So the question is, what constitutes an ethical issue in research? And how is an ethics committee supposed to decide what is an issue and what isn’t? Broadly speaking, there are at least two ways a committee might approach this. The first is to be quite rule-based or guideline-based – i.e., having a checklist of all the different areas where there might be ethical issues, and asking project leaders to demonstrate how each and all of these will be addressed, and then having some kind of rule or guideline that the committee can use to decide whether the researcher’s plan is up to scratch or not. The second approach is to deal more at the level of ethical principles. This approach takes ethical thinking to a higher level, where the committee is working hard to uncover and critique the ethical principles that underpin a researcher’s proposed approach, and decide whether those principles – and the way they are being expressed in the project –are consistent with our organisation’s values etc, and whether they are the kind of principles we would want to carry forward into our future work.  Over the years, NZCER has been moving away from the former approach, towards the latter, and the depth and quality of discussions we’ve had about ethics in our organisation have increased as a result.

It’s lucky for Jennifer and me that all this has been happening, because our AERA ShiftingThinking research project could be seen as a bit of a curveball for an ethics committee. Firstly, the AERA paper asks us to turn the spotlight back on ourselves as researchers in a way that most of our other research projects don’t. Our AERA paper says we want to look at how this website has evolved “as a qualitative research methodology”. But we (and our colleagues) are the ones who generated this site, and a great deal of its content, in the first place! We’re both researchers AND research subjects. Further than this, shiftingthinking is a project that has involved the input of so many different people WITHIN NZCER, that there is an inevitable overlap with the constitution of the ethics committee that reviewed our application. In other words, some people are both researchers and research subjects, others are both research subjects AND members of the ethics committee that has to decide on the ethics of the proposed research, and so on.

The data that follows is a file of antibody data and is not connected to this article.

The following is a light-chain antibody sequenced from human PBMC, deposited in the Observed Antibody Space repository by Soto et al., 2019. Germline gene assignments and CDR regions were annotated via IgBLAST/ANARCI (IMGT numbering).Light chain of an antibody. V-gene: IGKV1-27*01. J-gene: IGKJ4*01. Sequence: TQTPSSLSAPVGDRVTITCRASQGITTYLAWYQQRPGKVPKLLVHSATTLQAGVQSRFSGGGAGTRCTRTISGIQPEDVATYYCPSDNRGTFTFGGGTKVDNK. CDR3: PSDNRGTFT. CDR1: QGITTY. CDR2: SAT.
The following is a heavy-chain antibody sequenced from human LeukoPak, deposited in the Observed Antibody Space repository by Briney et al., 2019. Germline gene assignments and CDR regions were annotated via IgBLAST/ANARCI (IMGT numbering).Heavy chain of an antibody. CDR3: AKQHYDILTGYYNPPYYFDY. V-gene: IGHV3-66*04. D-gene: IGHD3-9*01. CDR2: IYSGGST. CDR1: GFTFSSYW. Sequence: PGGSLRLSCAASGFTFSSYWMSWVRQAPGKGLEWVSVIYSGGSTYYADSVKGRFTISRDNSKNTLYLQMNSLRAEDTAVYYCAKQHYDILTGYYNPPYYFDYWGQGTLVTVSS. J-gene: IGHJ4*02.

Since this project is unusual and involves so many people within our organisation, our ethics committee decided to take a slightly unusual approach. Instead of having a small committee, the ethics convener invited all the people who have played a significant role in the ethics committee’s ongoing evolution to be part of the meeting. Instead of the project leader being absent from the meeting, I (as a project co-leader) was invited to the meeting to be involved in the discussions. And in those discussions, we talked about both the particular ethical issues that we could see within this proposed project (you can read how we address some of these issues in our research announcement), AND the wider implications of this project for our ongoing thinking about, and approaches to, research ethics within our organisation.

One of our colleagues commented that a key consideration for our ethics thinking ought to be to deeply examine what each project claims to be doing, and to evaluate the ethical principles  it instantiates in relation to these claims. In the case of the AERA shiftingthinking research project, our project claims to (at least attempts to) “shift the boundaries” around our own thinking about how and why we do (qualitative) research. It seems appropriate that it opened up an opportunity for us to reflect on and re-examine the boundaries of our ethics processes.